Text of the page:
The Garden Life; Fall the perfect time for planting and transplanting



The return of moderate autumn weather is a signal to begin planting again. Planting in the long, hot days of summer sun taxes the ability of newly planted trees and shrubs to survive. The stress of establishing root growth in the soil while trying to supply enough water to sustain leaf production is too much for most plants. By planting hardy perennials, trees and shrubs in the fall, you assure a period of perfect growth conditions for new plants.

When you plant in fall, weather conditions encourage the plant to expend its energy on root formation under the soil, rather than plant growth. The cooling temperature of the air suspends flower and leaf growth. The roots expand into the still-warm soil. Along with putting newly purchased plants into the ground, this is a good time to move plants from one area of the garden to another.

As summer wanes and autumn approaches, the sun begins to fall from a different angle. The earth below the surface continues to retain a good degree of warmth. This sets the plant up properly for a period of dormancy. As long as you are prepared to protect young plants from unexpected freezes, you can also put out needle and broadleaf evergreens in the fall. Take special care by watering them well for several days both before and after the move.

Most of us will find a distinct drop-off in the workload as fall comes upon us. Many plants require no attention at this time of year. The ornamental grasses are at their peak, displaying mature seed heads that sway in the slightest breeze. It’s too early to clean up beds and borders for winter and we’re still a way out from leaf fall. Although national garden magazines might urge you to plant out spring blooming bulbs, it’s a bit early in the Pacific Northwest. We can still expect a period of warm Indian summer before winter’s arrival.

Reinvigorate the garden

As long as you are out planting, this is the perfect time to create a new garden area. A satisfying bed, border or seating area with all-year interest will contain a mix of trees, shrubs, vines and perennials. Think of each season in the garden as you create this new area. Consider a selection of plants that will sustain an interest in multiple seasons. Three good choices are paperbark maple (Acer griseum); variegated, redtwig dogwood shrub (Cornus ‘Elegantissima’); and weeping Norway spruce (Picea abies ‘Pendula’).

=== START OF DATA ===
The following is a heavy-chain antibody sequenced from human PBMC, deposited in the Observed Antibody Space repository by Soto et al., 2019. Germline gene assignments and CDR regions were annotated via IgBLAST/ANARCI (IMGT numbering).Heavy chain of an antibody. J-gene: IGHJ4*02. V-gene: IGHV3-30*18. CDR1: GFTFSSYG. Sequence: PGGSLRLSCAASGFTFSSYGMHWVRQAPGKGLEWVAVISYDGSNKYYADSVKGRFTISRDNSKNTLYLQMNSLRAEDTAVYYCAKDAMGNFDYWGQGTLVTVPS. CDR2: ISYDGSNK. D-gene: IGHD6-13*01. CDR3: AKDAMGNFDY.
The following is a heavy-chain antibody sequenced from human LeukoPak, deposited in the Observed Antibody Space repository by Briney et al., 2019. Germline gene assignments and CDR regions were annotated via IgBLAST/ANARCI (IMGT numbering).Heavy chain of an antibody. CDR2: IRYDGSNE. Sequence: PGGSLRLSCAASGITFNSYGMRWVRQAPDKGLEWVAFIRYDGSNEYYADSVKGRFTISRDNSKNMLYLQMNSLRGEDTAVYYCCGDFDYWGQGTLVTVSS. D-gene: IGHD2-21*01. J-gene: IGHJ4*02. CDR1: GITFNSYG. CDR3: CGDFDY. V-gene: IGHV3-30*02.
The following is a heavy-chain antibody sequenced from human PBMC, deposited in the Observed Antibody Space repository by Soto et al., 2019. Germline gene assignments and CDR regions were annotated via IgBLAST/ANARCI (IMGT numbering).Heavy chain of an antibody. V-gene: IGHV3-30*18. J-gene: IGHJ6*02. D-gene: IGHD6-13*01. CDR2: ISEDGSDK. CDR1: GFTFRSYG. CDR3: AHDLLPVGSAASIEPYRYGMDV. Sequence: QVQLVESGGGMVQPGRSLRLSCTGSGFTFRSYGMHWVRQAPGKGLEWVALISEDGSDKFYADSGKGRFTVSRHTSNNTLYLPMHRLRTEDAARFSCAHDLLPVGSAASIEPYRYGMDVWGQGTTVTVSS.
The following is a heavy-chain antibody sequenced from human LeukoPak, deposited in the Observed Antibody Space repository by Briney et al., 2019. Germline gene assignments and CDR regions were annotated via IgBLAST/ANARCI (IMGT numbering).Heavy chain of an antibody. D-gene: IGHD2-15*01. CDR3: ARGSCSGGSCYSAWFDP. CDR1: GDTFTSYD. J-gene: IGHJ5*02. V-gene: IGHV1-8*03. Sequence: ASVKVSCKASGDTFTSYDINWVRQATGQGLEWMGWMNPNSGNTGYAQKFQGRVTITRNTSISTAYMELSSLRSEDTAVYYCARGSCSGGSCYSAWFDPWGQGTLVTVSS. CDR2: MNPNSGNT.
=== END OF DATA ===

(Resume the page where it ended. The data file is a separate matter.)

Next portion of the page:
Planting and transplanting are not difficult jobs, but it is true that many plants die because they are not planted properly. Make sure you have all your tools on hand and enough help to lift the plants you’re working with. Use a good, pointed shovel to dig. Have a set of pruners on hand in case you need to trim branches and use a tarp if the plant you are moving is extremely heavy and needs to be pulled across the yard.

Take some time to know what location will be best for your plant. First, determine whether the tree or shrub likes sun or shade, and be aware of its spacing and watering requirements. Dig the new hole before you dig up the tree or shrub. Once you dig up the plant, the longer its roots are out of the soil, the lower your chances for a successful transplanting.

The width of the planting hole should be two to three times that of the root ball. The depth should be kept the same as that of the root ball. The latest recommendation is to make it more shallow than deep, to avoid puddling and consequent root rot. When you reach the bottom of the hole, resist the temptation to break up the soil beneath. It could cause the tree or shrub to sink, inviting rot.

Gently slide the plant into the hole, and adjust it until it sits straight. Shovel the excavated soil back into the hole. Tamp this soil down firmly and water as you work, to eliminate air pockets. Mound up the soil in a ring around the plant, forming a berm that catches water like a basin.

Planting in the autumn season and planting well assures our main objective, keeping new transplants well watered until they become established. This in turn nurtures a sustained root growth, a key element of healthy transplants. One thing we can count on in the Pacific Northwest is the return of rain. When that happens, consider it a tangible benefit of doing the right job at the right time.

Robb Rosser is a WSU-certified master gardener. Reach him at